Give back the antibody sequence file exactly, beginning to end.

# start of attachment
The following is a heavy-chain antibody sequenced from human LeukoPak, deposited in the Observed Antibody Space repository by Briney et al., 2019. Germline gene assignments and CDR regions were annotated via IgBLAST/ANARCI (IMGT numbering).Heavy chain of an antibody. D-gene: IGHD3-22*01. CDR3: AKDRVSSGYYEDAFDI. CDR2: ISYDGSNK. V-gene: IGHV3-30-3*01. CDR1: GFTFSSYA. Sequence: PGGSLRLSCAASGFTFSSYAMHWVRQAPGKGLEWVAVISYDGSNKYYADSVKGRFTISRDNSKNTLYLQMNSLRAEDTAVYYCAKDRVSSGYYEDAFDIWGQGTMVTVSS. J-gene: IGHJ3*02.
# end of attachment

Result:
The following is a heavy-chain antibody sequenced from human LeukoPak, deposited in the Observed Antibody Space repository by Briney et al., 2019. Germline gene assignments and CDR regions were annotated via IgBLAST/ANARCI (IMGT numbering).Heavy chain of an antibody. D-gene: IGHD3-22*01. CDR3: AKDRVSSGYYEDAFDI. CDR2: ISYDGSNK. V-gene: IGHV3-30-3*01. CDR1: GFTFSSYA. Sequence: PGGSLRLSCAASGFTFSSYAMHWVRQAPGKGLEWVAVISYDGSNKYYADSVKGRFTISRDNSKNTLYLQMNSLRAEDTAVYYCAKDRVSSGYYEDAFDIWGQGTMVTVSS. J-gene: IGHJ3*02.